Repeated myself over and over again that I will be repeating my second year. I failed 3 papers, one of which is a 12 credit whole year’s module. The examination board did not let me resit the failed papers, instead offered me to repeat the whole year, which means everything in second year over again, which I accepted.




As of late the words iftar, hijab, suhoor, eid have been making rounds with increasing frequency in my Malaysian social circles. Most of this come from undergraduates/fresh graduates who are or have studied abroad. In my opinion it would be natural to be using these vocabularies if one has been studying in a country where Arabic is the main spoken language. The crowd who made these terms a trend however, are mainly UK and US university students.

These vocabulary tid-bits are absorbed as the students mingle around with the Arabs, Pakistanis, Indians, and the rest of the multi-ethnic Muslim community abroad. The non-Malaysians making up the Muslim community utilise the Arabic term to describe the various acts of worships because either they are Arabs, or that they do not have terms in their mother tongue to describe it hence the borrowing of the Arabic terms. Malaysians on the other hand, have long since had our own terms in Bahasa Malaysia to match its Arabic origins.

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The above is a quick list of common terms you might stumble on a daily basis. If anyone has any terms that should go into this or words you suspect the result of Arabification or terms you don’t know and would like to know, let me know so I can build a modest vocabulary listing of it for fun 😉

Malaysia has always been a curry pot of culture and language. It’s okay to use terms from other languages interchangeably in conversation and writing. In the case of the vocabulary listing above where we already have our own term for it which depicts accurately the teachings in the Quran, I opt to preserve bits of our own culture and wish people Selamat Berpuasa, Selamat Berbuka Puasa, Selamat Bersahur, Selamat Melilit Tudung, Selamat Hari Raya.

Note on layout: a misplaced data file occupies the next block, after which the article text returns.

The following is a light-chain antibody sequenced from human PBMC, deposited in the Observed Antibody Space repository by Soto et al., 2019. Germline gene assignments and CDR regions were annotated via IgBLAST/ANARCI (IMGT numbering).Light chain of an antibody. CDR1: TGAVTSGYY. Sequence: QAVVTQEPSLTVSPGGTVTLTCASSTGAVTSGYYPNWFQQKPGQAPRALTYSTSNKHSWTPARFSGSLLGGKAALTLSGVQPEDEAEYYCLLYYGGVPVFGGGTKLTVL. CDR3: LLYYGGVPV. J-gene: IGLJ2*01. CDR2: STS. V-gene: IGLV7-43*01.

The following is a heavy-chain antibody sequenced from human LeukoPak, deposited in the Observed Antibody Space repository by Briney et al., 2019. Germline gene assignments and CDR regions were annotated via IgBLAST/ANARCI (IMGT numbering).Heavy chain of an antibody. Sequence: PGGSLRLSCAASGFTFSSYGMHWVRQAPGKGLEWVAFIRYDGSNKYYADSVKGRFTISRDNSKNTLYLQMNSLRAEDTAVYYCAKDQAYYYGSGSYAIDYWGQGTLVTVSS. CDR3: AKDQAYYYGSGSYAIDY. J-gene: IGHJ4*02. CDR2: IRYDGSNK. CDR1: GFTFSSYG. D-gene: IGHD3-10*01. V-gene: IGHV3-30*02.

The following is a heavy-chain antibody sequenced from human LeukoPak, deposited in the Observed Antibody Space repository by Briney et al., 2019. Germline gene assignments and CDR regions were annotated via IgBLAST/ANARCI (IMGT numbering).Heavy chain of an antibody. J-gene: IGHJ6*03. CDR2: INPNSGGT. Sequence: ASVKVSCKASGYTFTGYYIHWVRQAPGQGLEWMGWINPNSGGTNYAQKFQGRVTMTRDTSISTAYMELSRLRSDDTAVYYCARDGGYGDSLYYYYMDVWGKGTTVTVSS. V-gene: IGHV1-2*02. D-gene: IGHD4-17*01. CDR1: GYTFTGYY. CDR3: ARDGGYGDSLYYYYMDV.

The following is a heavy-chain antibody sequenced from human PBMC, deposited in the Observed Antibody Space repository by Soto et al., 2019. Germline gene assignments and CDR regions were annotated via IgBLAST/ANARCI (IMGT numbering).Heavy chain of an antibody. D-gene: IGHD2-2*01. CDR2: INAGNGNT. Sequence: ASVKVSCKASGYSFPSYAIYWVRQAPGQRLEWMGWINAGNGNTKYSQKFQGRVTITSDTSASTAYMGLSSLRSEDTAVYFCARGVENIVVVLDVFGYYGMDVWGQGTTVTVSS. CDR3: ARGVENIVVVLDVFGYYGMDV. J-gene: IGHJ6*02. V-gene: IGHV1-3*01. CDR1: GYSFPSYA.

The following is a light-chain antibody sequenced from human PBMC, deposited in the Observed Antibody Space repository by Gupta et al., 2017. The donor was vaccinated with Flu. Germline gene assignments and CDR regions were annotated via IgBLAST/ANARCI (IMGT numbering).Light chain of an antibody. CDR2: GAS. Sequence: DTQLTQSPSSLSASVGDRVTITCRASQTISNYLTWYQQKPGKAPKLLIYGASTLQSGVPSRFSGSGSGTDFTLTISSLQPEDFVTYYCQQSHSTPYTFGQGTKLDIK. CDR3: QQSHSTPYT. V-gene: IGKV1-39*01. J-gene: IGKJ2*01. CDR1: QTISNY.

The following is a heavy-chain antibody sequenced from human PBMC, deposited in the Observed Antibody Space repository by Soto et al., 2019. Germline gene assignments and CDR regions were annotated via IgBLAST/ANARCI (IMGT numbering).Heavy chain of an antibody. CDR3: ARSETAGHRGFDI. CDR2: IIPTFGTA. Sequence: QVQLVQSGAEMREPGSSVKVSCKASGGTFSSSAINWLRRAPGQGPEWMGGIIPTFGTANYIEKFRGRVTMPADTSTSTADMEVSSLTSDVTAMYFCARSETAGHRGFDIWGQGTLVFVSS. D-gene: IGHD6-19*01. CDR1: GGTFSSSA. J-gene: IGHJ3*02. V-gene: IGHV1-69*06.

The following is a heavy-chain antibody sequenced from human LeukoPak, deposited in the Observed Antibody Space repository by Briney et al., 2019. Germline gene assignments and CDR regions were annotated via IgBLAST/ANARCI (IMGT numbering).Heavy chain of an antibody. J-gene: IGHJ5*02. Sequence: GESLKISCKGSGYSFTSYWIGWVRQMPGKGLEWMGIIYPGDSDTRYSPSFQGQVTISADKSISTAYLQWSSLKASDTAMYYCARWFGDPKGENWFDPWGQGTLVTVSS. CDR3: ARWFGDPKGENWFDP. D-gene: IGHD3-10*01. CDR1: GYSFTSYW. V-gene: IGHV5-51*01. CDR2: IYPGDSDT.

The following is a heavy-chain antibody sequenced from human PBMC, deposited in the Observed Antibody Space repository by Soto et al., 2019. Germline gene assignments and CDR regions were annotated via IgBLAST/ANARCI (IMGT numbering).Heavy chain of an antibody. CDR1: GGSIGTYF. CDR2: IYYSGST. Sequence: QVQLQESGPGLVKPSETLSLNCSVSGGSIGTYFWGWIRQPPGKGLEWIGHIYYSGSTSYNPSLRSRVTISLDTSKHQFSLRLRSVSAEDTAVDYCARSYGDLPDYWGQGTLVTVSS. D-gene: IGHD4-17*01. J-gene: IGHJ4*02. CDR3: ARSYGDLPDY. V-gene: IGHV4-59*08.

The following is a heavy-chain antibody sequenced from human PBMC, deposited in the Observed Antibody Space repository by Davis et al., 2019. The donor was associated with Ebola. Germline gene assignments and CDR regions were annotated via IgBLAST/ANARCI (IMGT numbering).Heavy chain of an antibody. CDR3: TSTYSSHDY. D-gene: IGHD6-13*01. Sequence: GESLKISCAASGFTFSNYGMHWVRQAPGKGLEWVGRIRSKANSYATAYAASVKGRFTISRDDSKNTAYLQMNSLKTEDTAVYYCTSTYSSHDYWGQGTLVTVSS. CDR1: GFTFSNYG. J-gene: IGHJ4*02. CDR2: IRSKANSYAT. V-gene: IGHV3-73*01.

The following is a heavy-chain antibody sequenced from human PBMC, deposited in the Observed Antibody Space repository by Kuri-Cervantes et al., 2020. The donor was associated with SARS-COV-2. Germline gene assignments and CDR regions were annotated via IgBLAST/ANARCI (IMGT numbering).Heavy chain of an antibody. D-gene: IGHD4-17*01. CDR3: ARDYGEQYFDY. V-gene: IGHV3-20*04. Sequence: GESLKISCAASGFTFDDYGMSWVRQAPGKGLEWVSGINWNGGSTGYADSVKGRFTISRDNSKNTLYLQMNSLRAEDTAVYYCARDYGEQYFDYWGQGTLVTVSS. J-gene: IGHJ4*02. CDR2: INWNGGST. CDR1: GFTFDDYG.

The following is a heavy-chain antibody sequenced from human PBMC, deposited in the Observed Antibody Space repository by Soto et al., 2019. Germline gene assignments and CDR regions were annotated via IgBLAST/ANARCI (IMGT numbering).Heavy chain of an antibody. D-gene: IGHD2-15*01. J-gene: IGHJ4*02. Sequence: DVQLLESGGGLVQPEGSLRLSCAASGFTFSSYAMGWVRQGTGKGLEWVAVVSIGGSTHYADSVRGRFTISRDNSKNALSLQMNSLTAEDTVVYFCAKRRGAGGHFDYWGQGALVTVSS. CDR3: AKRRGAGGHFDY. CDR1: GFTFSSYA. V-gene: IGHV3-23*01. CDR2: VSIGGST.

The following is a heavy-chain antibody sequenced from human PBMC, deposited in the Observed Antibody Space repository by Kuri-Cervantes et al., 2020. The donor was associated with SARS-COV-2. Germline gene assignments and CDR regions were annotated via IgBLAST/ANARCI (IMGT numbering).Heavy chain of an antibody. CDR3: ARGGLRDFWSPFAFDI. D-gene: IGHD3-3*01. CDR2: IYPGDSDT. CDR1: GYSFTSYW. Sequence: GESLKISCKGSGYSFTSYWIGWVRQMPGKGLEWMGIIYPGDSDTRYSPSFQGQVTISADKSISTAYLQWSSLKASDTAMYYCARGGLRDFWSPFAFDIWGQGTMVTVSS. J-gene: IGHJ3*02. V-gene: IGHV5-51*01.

There is no point to using Arabic terms simply to sound pious, God knows and understands everything everybodyin the whole wide world says and whisper, even in your hearts.

If you really want to copy the culture of Muslims in the UK or abroad, have a go at dates with cream. Seriously. That was how dates were served every time I go to the mosque for buka puasa when I spent my Ramadhan last year in UK.

A Dissection of My Writer’s Block

You know how the common advice is to “cheer up” when somebody sees somebody in a rather sad/foul/depressed disposition? I digress. To cheer up can only happen when any reason causing the unhappiness to the affected is overcome, otherwise you’re practicing ignorance. Ignorance is bliss, but to ignore a brewing problem is going to walk you into a dung pit.

I wrote so frequently in my first year, writing about almost anything from the routine of missing buses/trains to the icky job of cleaning the bathroom. Second year was so much more exciting but I found I couldn’t write or hesitant to write about my undertakings and the 92843753675923546 problems I was facing for the fear of hurting the people around me.

“Remember I’m a poet too Evie, I understand the power of words,” Ben to Evie in Driving Lessons (2006).

Similarly, I’m a writer. I understand the power of words.

My anonymity on this blog is somewhat compromised so even if I wrote about someone or something without referring to its name, who is part cause of my entire stress and frustration, given my apt descriptive writing readers who are in my immediate environment may make the connection almost instantly.